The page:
If there is ever a time you should be regularly focusing on your cash position, that time is right now!
The way to do that is with a cashflow forecast. This will help you maintain visibility of your cashflow, bolster your cash confidence and ensure the stability of your business.
Cashflow (not cash) is king. This means it’s not about how much cash you have in the bank today, or tomorrow. It’s about when cash is arriving in your account, when cash is departing from your account, and whether the cash remaining is a positive or a negative number.
This is what a cashflow forecast will achieve and, when you have visibility of this, you’re able to anticipate potential cash shortages (or surpluses) before they occur and be able to plan for these.
Here are five key strategies to help you get cash confidence
- Focus on your debtors
- Negotiate new or temporary terms with your suppliers
- Communicate with stakeholders
- Review your costs
- Seek Financing
1. Focus on your debtors
This is about accelerating cash inflows such as customers who owe you money. You may find that your customers are also watching their cashflows and unless you make some noise, you might be at the bottom of their list.
Try to avoid offering discounts for early payment or incentivising customers to make prompt payment. If you’ve done the work and done it well, your customers need to pay what they owe.
2. Negotiate new or temporary terms with your suppliers
This is about prioritising payments. Identifying essential expenses and prioritising them to ensure critical operations continue. Pay your employees, suppliers and essential bills to maintain key relationships and avoid disruptions.
3. Communicate with stakeholders
Keep open lines of communication with suppliers, creditors, and lenders. Explain your situation and explore potential arrangements, such as payment plans or temporary concessions, to alleviate immediate cash flow challenges.
4. Review your costs
We believe there are two types of ‘costs’. The obvious and the hidden.
The obvious are staring you in the face on your Profit and Loss. They’re things like discretionary spending, supplier costs (finding a cheaper supplier), marketing costs, staff / wages costs.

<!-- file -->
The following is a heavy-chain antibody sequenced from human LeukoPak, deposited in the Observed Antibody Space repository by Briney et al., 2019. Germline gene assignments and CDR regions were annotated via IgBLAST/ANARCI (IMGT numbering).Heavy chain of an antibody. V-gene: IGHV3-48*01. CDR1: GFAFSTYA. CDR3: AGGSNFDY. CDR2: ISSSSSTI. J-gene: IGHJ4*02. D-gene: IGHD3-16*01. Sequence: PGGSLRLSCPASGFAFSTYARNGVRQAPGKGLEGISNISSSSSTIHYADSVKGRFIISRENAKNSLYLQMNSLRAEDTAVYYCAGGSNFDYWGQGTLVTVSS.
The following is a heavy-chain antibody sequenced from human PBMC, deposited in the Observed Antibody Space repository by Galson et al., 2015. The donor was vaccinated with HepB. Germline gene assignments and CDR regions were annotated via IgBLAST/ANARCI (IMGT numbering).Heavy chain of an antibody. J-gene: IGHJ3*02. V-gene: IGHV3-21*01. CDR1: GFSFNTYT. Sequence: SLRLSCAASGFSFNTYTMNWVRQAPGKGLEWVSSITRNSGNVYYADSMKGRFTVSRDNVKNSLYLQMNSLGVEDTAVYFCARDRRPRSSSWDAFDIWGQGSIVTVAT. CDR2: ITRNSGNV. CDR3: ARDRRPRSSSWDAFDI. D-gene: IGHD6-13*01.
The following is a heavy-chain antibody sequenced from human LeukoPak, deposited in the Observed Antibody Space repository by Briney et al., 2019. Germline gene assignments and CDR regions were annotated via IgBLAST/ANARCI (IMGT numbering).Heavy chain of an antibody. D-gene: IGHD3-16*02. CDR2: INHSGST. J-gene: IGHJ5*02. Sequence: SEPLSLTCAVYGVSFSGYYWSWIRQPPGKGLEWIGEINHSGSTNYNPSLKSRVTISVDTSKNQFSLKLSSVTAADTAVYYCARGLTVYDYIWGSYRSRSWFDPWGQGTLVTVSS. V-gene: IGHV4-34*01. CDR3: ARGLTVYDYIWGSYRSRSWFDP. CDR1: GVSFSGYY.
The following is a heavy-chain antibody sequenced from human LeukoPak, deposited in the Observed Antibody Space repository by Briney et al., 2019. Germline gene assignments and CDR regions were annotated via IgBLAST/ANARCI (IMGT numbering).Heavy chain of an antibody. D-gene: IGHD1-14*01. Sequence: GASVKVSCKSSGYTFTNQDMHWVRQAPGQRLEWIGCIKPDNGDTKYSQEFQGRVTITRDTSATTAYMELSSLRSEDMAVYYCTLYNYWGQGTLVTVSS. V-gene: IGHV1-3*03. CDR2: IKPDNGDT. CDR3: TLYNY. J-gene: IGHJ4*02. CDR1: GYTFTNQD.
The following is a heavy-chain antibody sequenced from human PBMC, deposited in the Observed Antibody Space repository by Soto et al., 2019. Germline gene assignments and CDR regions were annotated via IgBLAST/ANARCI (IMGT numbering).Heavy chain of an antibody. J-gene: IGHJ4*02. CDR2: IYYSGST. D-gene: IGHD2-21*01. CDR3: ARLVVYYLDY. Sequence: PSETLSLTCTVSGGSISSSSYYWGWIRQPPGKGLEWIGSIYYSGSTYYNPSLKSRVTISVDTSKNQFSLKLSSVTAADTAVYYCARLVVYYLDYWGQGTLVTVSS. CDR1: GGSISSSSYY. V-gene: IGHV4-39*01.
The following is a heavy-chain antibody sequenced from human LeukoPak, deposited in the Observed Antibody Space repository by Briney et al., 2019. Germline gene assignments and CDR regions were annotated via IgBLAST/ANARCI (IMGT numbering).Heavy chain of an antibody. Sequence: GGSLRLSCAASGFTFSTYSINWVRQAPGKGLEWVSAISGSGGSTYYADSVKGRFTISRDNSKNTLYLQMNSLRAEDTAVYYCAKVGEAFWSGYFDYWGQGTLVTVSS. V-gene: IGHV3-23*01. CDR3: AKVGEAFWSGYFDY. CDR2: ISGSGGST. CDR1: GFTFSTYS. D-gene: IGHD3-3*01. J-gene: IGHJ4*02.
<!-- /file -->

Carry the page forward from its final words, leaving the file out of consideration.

The hidden are not so easy to spot. They are a result of the key levers in your business that are the difference between making money or losing money.
Some examples of hidden costs were covered in Part 1 of this blog series and include:
- Exiting unprofitable customers – these are customers that you spend hours and hours on that you cannot on-charge (complaints, re-work, mistakes, out of scope work)
- Productivity of your team – this covers both the hours that your team are paid vs hours that are actually invoiced to your customers; as well as the operational efficiency of your business, the latter of which can take some time to reap the benefits of improvements.
Don’t forget about the cost of taxes also that don’t appear on your Profit and Loss. And make sure you have a plan well in advance for paying those as they fall due.
5. Seek Financing
As a last resort consider short-term financing options like lines of credit, small business loans, or factoring services to inject cash into your business. Research government assistance programs and grants that may provide additional funding.
If you think you might need to talk to a financing company, do this early on rather than waiting until the wheels are falling off. Banks and lenders don’t like surprises and you’ll likely get a more favourable outcome by approaching them early.
These concepts are not easy to put into practice. But we can help.
If you’re keen to sure up your revenue please come and talk to Pathfinder Solutions about how we can work together towards your even more successful business future.
Check out our other blogs in this series.
Margin trumps marketing – before you bring on more work, make sure the work you already have is at an industry standard margin. If the work you’re already doing isnt making you enough money, the problem is unlikely to be marketing but rather it could be margin.
Focus on the future – now is the time when businesses need to ask themselves where their future lies and how they’re going to get there. Businesses who regularly do business planning and set and focus on goals will achieve those goals with intent, instead of missing the mark year after year.
About Pathfinder Solutions
Pathfinder Solutions advisory team members have either owned or managed businesses, or are investors themselves, so we know first-hand the challenges you face in your world.
Sure we’re Accountants, but the best solutions in business come from focusing on more than just the numbers. Our real-world business experience delivers just that.